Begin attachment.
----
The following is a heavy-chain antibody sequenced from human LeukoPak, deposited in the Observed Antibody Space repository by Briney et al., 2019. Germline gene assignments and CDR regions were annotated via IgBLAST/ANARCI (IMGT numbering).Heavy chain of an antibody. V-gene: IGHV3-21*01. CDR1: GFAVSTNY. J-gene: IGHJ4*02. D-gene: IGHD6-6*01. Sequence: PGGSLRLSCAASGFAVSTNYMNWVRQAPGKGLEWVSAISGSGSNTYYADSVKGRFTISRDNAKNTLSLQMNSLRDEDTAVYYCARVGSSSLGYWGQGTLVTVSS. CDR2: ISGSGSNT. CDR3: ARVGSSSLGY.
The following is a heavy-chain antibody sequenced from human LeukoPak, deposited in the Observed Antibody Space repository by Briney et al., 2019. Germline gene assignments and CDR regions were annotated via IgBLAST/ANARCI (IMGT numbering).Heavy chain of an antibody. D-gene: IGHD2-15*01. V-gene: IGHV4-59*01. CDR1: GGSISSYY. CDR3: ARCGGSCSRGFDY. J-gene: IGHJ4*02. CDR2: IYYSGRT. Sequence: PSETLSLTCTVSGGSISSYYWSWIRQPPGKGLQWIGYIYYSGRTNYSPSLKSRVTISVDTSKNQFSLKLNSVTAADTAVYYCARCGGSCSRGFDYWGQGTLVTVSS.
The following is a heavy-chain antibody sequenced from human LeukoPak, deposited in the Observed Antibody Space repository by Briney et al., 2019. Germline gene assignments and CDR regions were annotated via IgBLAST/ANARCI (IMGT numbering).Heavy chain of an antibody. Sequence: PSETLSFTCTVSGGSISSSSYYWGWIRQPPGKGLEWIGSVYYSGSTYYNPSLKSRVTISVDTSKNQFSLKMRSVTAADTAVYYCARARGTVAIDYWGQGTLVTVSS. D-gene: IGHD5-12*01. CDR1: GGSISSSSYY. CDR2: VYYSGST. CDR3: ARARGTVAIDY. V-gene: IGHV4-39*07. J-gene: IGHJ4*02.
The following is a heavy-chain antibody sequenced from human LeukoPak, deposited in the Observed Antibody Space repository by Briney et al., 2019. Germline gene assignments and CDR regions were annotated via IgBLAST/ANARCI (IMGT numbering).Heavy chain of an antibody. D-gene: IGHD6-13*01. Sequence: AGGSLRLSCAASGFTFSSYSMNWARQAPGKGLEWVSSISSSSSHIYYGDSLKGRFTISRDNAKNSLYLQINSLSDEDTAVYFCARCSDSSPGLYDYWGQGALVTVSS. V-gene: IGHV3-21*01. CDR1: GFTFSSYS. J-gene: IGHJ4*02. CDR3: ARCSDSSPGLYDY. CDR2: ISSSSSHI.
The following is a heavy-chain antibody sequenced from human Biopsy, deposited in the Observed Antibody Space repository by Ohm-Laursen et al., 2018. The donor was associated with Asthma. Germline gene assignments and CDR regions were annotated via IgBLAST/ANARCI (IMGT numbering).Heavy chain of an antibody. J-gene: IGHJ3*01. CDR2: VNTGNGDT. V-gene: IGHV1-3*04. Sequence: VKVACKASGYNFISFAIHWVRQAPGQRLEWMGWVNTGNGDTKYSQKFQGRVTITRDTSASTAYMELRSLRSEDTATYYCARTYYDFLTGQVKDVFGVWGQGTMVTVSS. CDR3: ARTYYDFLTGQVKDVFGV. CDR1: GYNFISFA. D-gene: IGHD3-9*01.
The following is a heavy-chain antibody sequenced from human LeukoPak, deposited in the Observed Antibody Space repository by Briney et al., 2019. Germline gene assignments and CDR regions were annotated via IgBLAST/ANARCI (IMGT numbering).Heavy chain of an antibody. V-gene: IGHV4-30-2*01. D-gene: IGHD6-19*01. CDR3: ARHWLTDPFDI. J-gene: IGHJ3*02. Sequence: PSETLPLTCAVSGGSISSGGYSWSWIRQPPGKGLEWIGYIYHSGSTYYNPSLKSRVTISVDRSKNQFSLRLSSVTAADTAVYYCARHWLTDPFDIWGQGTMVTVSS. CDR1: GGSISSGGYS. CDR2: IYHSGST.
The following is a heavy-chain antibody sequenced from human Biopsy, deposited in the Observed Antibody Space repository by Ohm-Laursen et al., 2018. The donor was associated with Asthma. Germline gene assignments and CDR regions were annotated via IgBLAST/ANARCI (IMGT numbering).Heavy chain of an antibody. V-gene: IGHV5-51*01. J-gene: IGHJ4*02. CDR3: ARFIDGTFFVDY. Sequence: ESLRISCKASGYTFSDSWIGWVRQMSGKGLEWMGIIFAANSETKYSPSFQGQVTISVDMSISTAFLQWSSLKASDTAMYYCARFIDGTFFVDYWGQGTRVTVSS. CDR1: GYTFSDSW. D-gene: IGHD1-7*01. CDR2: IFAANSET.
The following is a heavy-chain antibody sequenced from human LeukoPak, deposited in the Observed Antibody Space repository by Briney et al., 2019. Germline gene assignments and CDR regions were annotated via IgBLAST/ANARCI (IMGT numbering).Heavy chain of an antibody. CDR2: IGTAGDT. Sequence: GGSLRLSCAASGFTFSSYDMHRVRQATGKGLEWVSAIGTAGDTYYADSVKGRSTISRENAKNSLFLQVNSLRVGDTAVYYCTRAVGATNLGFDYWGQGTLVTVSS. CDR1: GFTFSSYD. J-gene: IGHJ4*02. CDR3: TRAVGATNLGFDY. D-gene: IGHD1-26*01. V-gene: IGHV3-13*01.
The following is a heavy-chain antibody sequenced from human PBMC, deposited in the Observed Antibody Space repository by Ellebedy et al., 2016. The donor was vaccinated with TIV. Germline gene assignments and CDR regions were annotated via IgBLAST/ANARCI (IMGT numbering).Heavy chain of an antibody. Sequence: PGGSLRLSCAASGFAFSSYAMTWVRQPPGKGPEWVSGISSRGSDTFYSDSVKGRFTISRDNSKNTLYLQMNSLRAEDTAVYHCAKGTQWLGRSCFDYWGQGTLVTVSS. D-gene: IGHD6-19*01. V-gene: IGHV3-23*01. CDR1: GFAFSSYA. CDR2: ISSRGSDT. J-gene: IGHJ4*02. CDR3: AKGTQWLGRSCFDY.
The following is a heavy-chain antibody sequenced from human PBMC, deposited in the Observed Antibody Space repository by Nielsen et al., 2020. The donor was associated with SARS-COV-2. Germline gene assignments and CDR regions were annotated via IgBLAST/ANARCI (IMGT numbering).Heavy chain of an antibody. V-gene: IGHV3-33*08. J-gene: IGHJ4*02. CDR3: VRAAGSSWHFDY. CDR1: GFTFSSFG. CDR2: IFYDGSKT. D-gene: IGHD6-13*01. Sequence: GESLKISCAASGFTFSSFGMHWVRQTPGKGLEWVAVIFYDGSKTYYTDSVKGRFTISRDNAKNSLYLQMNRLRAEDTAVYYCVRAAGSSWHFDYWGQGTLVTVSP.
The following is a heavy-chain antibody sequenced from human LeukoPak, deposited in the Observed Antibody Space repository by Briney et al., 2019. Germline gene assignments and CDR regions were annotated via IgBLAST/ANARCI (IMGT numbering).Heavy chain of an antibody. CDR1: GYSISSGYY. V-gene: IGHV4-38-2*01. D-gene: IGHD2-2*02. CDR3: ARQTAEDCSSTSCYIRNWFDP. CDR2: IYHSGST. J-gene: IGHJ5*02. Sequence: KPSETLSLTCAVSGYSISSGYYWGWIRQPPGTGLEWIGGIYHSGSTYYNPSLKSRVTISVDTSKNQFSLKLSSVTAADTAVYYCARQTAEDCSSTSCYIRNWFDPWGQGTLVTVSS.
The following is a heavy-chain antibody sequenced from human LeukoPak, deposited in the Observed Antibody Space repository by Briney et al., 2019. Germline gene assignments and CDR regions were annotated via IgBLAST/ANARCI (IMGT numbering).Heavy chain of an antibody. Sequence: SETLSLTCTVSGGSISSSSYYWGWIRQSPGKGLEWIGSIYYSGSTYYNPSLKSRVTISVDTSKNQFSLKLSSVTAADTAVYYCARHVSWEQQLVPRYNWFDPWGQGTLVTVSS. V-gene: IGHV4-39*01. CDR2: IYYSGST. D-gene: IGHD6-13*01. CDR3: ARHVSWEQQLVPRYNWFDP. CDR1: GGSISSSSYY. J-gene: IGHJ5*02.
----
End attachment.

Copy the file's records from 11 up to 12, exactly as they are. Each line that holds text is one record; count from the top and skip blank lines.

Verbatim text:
The following is a heavy-chain antibody sequenced from human LeukoPak, deposited in the Observed Antibody Space repository by Briney et al., 2019. Germline gene assignments and CDR regions were annotated via IgBLAST/ANARCI (IMGT numbering).Heavy chain of an antibody. CDR1: GYSISSGYY. V-gene: IGHV4-38-2*01. D-gene: IGHD2-2*02. CDR3: ARQTAEDCSSTSCYIRNWFDP. CDR2: IYHSGST. J-gene: IGHJ5*02. Sequence: KPSETLSLTCAVSGYSISSGYYWGWIRQPPGTGLEWIGGIYHSGSTYYNPSLKSRVTISVDTSKNQFSLKLSSVTAADTAVYYCARQTAEDCSSTSCYIRNWFDPWGQGTLVTVSS.
The following is a heavy-chain antibody sequenced from human LeukoPak, deposited in the Observed Antibody Space repository by Briney et al., 2019. Germline gene assignments and CDR regions were annotated via IgBLAST/ANARCI (IMGT numbering).Heavy chain of an antibody. Sequence: SETLSLTCTVSGGSISSSSYYWGWIRQSPGKGLEWIGSIYYSGSTYYNPSLKSRVTISVDTSKNQFSLKLSSVTAADTAVYYCARHVSWEQQLVPRYNWFDPWGQGTLVTVSS. V-gene: IGHV4-39*01. CDR2: IYYSGST. D-gene: IGHD6-13*01. CDR3: ARHVSWEQQLVPRYNWFDP. CDR1: GGSISSSSYY. J-gene: IGHJ5*02.